Anne of Green Gables gets a blonde makeover

WTF? I just posted about the offensive chicklit makeover for Plath’s Bell Jar that I saw on Jezebel and didn’t realize, it was only the beginning! They are fucking with the great heroines of YA who we already don’t have enough of. How can they go back and mess up those we love just in time for our children to read about them? Publishers gave Anne of Green Gables a blonde makeover.


Thankfully, here’s my nine year old daughter’s edition, bought last year and waiting for her on the bookshelf:


This is Anne! Looking out of the window, thinking, wondering about the world! Not smiling coyly for some invisible admirer (my daughter?) The edition above is illustrated by the amazing Lauren Child of Charlie and Lola fame. Child also illustrated our edition of Pippi Longstocking.

How could they do this to Anne?

As Jezebel writes, the publisher chooses “to ignore that Anne had red hair—which was such an important part of the book. She had red fucking hair!”

Sadly, we’re not done yet with this retroactive sexism. Now, for Virginia Woolf:


Sorry, even that Rosa Parks stamp can’t make me feel better about this travesty.



9 thoughts on “Anne of Green Gables gets a blonde makeover

  1. And whatever the model on the Anne books is wearing is also so wrong. It was published in 1908, set in the 1890s going by her age in “Rilla”, and she’s obsessed with puffed sleeves, not collared checked shirts. I love the Lauren Child version

  2. Anne doesn’t just have red hair, she’s *obsessed* with it, and how it prevents her from being her idealised I image of the way a girl should look. The marketing and design team should be tarred and feathered for this.

    • That’s the edition I first read as well. I understand wanting to opt for a model instead of artwork since I was wandering through Barnes and Noble today and that seems to be the trend in marketing books now, especially in the teen/YA section. But put a picture of young Megan Follows on the cover, not this generic image of a blond girl that could be used to sell anything. The fact that they made her blond shows that the publisher hasn’t read the book but still, that cover doesn’t communicate anything. As you pointed out Margot, both your daughter’s version and CherokeeWriter’s edition say something about Anne. She’s standing in front of her home with a book in her arms, signifying two of the most of important aspects of her character. This new version has a blurred fence in the background. That’s all we get of the setting in a story about an orphan finding a place for herself in a new town with her adoptive family. Great.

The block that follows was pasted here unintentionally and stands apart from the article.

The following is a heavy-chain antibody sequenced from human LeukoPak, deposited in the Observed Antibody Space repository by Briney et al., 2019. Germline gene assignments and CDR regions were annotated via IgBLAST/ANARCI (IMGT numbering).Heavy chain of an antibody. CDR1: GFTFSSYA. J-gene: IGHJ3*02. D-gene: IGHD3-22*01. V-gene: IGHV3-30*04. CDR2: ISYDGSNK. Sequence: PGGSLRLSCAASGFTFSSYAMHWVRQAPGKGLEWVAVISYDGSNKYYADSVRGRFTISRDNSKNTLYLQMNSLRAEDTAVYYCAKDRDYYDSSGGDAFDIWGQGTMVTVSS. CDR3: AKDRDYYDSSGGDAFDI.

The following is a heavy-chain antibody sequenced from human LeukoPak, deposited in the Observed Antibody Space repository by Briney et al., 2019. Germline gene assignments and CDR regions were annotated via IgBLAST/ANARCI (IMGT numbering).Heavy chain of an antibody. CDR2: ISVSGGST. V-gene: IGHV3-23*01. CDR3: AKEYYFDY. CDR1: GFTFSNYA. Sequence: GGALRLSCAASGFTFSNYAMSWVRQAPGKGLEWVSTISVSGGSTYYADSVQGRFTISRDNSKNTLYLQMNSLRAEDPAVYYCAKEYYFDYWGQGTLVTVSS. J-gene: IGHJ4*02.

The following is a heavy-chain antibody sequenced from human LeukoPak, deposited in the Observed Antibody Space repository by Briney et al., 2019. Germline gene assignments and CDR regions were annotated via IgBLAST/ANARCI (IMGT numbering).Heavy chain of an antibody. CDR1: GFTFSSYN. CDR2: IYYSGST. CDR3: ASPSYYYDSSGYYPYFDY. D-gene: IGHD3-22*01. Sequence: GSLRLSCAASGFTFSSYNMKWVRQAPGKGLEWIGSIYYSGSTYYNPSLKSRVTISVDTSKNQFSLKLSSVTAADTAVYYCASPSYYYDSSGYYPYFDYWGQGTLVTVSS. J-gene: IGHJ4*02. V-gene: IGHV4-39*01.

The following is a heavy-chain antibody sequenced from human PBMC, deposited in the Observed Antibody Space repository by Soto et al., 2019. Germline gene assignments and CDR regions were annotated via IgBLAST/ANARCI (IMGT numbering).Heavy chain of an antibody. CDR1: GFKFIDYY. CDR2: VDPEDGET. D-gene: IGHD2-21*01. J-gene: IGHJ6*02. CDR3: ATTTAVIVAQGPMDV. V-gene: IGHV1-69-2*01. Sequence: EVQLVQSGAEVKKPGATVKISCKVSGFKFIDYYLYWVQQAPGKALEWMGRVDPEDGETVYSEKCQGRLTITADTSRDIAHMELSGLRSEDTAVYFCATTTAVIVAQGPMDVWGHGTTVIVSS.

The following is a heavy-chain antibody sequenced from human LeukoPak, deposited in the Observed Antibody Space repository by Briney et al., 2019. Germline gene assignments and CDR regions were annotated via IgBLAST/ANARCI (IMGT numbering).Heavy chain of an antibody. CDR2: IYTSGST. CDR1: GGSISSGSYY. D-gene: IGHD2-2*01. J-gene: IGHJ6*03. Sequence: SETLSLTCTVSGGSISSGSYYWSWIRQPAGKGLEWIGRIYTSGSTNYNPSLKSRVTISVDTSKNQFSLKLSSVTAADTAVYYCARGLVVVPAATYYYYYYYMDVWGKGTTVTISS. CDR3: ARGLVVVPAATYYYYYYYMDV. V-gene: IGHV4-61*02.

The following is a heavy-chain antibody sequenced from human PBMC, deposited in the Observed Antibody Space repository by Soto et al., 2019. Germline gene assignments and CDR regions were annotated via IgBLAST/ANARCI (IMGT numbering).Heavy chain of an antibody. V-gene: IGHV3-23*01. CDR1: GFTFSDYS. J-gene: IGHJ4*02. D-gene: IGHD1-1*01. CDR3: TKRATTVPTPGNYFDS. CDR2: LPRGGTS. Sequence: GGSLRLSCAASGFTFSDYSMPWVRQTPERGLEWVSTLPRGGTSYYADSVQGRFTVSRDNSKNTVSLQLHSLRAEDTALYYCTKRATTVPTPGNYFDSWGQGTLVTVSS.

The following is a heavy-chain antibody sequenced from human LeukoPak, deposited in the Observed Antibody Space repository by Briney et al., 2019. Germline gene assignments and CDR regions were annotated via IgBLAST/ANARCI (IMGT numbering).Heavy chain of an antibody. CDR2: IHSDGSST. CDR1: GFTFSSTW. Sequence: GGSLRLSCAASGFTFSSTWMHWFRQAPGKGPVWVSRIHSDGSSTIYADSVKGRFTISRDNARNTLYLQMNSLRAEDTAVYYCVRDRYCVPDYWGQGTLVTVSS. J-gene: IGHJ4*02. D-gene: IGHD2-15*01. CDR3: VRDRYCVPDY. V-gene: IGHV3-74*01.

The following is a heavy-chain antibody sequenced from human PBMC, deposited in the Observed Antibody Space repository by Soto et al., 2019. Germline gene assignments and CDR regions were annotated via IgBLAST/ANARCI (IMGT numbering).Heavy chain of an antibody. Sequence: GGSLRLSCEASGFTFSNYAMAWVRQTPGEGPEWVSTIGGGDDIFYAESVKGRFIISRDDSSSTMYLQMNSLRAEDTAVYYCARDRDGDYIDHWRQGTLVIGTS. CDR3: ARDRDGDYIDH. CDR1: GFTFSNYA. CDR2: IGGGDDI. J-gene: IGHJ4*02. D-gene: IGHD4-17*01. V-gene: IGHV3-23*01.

I can’t believe someone have done it. I love Anne of Green Gables, her red hair is an importante part of the story. Who made that cover haven’t read the books, Anne is 11-12 years old in the beggining, how could they do that? Thanks all my copies are safe with Anne and her red hair.

  4. I was going to warn you about the new AoGG cover, which I’d seen posted somewhere else, but you beat me to it. I’m glad I saved my copy from the 80s for my daughter to read!

  5. Unfortunately I don’t know much about Virginia Woolf, other that she wrote a famed feminist essay (which I still need to read – it’s on the long list of things I want to read, though!).
    That first book … now that doesn’t look like the same book as the one your daughter has. What happened to that cover? A photograph of a woman who holds her hair up doesn’t look like a book for children (not that I’m saying that it’s a bad photograph or anything – it just gives me a different idea about the book). Meh. Just meh.

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